Opinion: car makers celebrate Back to the Future day 2015

21 October 2015 is the date that featured so heavily in the Back to the Future film franchise, and car manufacturers are getting on board to celebrate

Back to the Future Day is scheduled for 21 October. If you’re not aware of the significance of this date, it’s the day to which Marty McFly and Doc Brown travelled from 1985 in their DeLorean time machine in the second film of the Back to the Future trilogy.

For film buffs and sci-fi fans, this is big news. Events to mark the date are scheduled to take place around the UK, and car manufacturers are helping to celebrate the day by offering their own glimpses into the future. I’m always impressed by the creative ways in which car makers get involved in events like this, and especially so in annual events like April Fool’s Day (who can forget Mini’s ‘fuelled by tea’ Cooper from 2014?).

Mercedes-Benz has released a series of films featuring its F015 Luxury in Motion concept car. The four-door autonomous prototype – which is billed as Mercedes’ vision of a luxurious future vehicle – is powered by two electric motors fed by a hydrogen fuel cell. Most radical, though, is the concept’s interior, which features screens instead of windows – meaning passengers can choose what they see of the outside world.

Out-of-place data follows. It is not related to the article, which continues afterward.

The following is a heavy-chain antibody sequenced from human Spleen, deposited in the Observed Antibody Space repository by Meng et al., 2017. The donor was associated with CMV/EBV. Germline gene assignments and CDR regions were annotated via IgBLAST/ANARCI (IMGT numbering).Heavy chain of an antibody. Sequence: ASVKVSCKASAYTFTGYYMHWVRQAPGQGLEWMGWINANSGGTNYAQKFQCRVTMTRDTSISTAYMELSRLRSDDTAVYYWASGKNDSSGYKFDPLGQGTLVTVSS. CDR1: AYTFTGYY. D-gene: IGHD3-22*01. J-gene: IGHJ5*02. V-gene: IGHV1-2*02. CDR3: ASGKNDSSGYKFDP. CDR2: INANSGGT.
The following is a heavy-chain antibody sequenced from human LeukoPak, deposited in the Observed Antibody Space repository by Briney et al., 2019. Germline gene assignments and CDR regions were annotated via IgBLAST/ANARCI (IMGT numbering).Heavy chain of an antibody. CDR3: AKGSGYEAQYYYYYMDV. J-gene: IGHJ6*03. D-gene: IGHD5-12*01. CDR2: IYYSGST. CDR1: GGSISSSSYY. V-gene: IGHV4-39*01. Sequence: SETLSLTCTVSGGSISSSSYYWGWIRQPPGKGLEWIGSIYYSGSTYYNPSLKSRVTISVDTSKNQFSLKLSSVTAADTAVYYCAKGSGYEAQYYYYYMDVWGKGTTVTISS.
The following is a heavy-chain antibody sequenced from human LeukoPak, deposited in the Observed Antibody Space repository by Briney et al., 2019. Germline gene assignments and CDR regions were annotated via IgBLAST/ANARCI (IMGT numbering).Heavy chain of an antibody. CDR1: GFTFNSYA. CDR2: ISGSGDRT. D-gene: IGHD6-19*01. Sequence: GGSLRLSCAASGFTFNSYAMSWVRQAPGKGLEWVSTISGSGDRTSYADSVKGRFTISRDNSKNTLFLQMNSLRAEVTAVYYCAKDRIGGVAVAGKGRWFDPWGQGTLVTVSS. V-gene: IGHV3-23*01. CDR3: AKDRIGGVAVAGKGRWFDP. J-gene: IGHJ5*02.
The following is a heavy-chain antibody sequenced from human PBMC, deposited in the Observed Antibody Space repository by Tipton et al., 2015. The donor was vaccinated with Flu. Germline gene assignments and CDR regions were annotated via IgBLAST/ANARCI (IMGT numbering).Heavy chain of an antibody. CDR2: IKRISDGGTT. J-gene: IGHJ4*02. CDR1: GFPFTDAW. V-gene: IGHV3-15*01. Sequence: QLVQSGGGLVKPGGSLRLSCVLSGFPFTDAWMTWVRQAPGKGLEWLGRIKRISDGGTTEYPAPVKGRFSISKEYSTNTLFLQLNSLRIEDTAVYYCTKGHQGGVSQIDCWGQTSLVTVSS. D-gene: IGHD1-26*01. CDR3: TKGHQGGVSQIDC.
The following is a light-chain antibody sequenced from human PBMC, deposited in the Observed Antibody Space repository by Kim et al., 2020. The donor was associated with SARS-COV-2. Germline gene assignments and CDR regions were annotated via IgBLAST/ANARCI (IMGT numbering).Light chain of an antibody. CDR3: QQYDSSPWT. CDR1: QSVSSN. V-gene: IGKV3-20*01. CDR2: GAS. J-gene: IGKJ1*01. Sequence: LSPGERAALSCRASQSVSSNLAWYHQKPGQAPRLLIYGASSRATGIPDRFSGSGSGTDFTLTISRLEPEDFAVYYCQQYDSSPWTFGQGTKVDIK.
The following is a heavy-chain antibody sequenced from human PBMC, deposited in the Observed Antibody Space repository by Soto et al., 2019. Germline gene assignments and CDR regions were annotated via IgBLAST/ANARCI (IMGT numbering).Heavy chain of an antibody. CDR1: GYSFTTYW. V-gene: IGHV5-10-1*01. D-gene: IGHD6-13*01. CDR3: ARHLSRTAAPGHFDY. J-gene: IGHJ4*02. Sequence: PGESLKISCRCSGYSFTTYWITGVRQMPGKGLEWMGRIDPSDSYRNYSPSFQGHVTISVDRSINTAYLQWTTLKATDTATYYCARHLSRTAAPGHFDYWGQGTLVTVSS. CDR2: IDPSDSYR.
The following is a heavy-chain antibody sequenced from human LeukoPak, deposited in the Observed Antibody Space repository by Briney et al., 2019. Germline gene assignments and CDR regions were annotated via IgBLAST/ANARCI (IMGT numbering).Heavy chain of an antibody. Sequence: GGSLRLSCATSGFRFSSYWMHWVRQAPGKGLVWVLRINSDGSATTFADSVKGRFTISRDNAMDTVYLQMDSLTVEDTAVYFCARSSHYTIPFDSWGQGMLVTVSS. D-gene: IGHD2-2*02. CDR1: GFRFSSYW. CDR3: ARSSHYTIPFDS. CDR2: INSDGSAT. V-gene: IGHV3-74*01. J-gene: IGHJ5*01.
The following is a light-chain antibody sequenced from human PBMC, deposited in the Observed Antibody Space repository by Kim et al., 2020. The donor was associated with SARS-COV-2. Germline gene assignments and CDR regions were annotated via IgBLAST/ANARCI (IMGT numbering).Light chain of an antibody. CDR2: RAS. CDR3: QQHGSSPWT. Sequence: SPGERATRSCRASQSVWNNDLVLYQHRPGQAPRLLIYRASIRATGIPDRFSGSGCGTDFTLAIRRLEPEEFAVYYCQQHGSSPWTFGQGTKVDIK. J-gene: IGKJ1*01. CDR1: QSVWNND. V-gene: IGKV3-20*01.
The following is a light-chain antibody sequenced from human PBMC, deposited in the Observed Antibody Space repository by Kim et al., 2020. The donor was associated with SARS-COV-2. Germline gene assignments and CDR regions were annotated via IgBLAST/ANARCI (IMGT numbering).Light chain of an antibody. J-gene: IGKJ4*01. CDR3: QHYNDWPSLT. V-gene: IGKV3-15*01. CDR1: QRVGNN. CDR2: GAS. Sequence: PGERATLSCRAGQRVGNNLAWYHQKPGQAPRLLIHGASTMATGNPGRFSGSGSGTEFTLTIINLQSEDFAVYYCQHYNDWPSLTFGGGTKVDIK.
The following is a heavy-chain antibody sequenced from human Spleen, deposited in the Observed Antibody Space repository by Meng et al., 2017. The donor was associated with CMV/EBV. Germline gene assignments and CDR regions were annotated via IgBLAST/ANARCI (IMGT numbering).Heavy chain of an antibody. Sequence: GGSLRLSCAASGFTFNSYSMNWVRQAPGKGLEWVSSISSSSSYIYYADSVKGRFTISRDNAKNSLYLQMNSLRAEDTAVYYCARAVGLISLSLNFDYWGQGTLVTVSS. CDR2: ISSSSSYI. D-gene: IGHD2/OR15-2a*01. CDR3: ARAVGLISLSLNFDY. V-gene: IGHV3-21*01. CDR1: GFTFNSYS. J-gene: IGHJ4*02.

Toyota, meanwhile, has reunited the stars of the film, Christopher Lloyd and Michael J. Fox, to see how many of the film’s predictions on how the future would look have come true. While many of BTTF’s predictions for the future – which included self-lacing shoes and flying cars – haven’t materialised, Toyota is pitching its new hydrogen-powered Mirai as being the next step in automotive technology.

One of the film’s featured modes of transport was a hoverboard that was capable of gliding on water – something which Toyota’s sister brand, Lexus, recently made a reality. Lexus’s own hoverboard works through magnetic levitation and can only ‘hover’ on specially constructed pieces of track. The opposing magnetic fields of the track and the board – which uses liquid nitrogen to cool its superconductor blocks – allow the board to levitate.

Of course, the real star of the Back to the Future films was the iconic DeLorean DMC-12, but while the film’s DeLorean was converted to run on recycled waste, the real-life car used a 3.0-litre petrol V6.

A return for the DeLorean brand has been mooted several times over the past few years. The most recent planned revival, in 2011, centred around an all-electric version of the DMC-12. The company apparently built a working prototype of the car – dubbed DMCev – but the project has since been dormant.

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